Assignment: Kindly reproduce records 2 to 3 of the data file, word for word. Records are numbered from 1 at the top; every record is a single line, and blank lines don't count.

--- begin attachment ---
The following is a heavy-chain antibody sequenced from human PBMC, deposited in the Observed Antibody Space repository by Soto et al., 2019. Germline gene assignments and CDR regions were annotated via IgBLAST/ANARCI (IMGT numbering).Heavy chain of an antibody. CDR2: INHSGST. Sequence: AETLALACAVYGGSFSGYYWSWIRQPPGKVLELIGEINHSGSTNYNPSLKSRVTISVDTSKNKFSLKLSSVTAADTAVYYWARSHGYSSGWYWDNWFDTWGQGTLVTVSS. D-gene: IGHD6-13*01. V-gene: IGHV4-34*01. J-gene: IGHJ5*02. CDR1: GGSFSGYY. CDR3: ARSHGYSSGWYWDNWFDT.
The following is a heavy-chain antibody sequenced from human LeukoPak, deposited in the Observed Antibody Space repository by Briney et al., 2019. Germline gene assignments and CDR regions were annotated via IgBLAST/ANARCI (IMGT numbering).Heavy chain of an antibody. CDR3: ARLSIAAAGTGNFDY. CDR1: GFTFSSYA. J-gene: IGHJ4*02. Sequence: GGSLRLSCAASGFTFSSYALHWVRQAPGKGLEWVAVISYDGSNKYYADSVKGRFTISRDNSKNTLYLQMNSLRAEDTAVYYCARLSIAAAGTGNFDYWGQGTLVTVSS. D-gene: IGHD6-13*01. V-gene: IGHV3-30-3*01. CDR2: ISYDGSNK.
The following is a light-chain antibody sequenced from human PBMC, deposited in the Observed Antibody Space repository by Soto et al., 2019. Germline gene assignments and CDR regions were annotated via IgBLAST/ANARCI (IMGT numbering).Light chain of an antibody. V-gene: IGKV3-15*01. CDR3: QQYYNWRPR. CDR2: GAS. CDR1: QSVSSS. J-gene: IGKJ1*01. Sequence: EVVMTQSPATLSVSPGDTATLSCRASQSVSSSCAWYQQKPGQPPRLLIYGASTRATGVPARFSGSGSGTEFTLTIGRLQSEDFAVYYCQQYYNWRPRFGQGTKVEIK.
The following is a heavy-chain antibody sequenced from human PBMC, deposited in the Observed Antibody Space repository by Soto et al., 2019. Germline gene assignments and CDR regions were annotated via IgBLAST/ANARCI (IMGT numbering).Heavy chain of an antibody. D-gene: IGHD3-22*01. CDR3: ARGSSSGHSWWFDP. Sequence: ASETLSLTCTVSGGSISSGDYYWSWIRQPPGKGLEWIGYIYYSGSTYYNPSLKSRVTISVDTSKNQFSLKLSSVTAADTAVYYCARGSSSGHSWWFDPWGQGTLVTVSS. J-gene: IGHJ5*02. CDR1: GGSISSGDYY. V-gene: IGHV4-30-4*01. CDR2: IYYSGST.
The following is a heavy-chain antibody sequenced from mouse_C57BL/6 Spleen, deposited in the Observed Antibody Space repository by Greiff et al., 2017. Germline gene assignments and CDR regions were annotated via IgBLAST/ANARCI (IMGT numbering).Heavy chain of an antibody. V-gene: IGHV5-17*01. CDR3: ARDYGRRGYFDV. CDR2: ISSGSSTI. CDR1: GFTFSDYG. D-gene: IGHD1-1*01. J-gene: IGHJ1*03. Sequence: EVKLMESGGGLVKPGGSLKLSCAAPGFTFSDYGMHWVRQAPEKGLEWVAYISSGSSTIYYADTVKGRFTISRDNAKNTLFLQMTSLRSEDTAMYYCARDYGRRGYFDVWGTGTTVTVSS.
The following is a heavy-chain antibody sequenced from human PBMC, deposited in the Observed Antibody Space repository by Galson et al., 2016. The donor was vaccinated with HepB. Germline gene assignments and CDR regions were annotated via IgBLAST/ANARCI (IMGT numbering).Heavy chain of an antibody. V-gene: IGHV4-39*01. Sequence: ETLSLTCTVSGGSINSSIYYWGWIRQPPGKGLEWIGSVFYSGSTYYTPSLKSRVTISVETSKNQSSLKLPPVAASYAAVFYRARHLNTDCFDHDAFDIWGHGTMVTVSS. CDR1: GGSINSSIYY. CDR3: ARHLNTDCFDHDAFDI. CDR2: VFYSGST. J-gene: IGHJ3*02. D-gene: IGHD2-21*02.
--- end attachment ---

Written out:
The following is a heavy-chain antibody sequenced from human LeukoPak, deposited in the Observed Antibody Space repository by Briney et al., 2019. Germline gene assignments and CDR regions were annotated via IgBLAST/ANARCI (IMGT numbering).Heavy chain of an antibody. CDR3: ARLSIAAAGTGNFDY. CDR1: GFTFSSYA. J-gene: IGHJ4*02. Sequence: GGSLRLSCAASGFTFSSYALHWVRQAPGKGLEWVAVISYDGSNKYYADSVKGRFTISRDNSKNTLYLQMNSLRAEDTAVYYCARLSIAAAGTGNFDYWGQGTLVTVSS. D-gene: IGHD6-13*01. V-gene: IGHV3-30-3*01. CDR2: ISYDGSNK.
The following is a light-chain antibody sequenced from human PBMC, deposited in the Observed Antibody Space repository by Soto et al., 2019. Germline gene assignments and CDR regions were annotated via IgBLAST/ANARCI (IMGT numbering).Light chain of an antibody. V-gene: IGKV3-15*01. CDR3: QQYYNWRPR. CDR2: GAS. CDR1: QSVSSS. J-gene: IGKJ1*01. Sequence: EVVMTQSPATLSVSPGDTATLSCRASQSVSSSCAWYQQKPGQPPRLLIYGASTRATGVPARFSGSGSGTEFTLTIGRLQSEDFAVYYCQQYYNWRPRFGQGTKVEIK.